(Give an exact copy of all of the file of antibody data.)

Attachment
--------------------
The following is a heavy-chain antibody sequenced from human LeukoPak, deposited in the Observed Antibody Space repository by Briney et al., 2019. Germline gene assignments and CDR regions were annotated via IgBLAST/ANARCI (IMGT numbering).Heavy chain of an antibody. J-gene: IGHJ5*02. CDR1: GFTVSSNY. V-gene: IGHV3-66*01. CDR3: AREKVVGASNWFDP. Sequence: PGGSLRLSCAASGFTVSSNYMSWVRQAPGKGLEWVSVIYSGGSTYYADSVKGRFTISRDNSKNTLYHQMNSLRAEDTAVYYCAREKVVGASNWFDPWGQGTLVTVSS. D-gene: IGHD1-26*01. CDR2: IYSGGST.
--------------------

The following is a heavy-chain antibody sequenced from human LeukoPak, deposited in the Observed Antibody Space repository by Briney et al., 2019. Germline gene assignments and CDR regions were annotated via IgBLAST/ANARCI (IMGT numbering).Heavy chain of an antibody. J-gene: IGHJ5*02. CDR1: GFTVSSNY. V-gene: IGHV3-66*01. CDR3: AREKVVGASNWFDP. Sequence: PGGSLRLSCAASGFTVSSNYMSWVRQAPGKGLEWVSVIYSGGSTYYADSVKGRFTISRDNSKNTLYHQMNSLRAEDTAVYYCAREKVVGASNWFDPWGQGTLVTVSS. D-gene: IGHD1-26*01. CDR2: IYSGGST.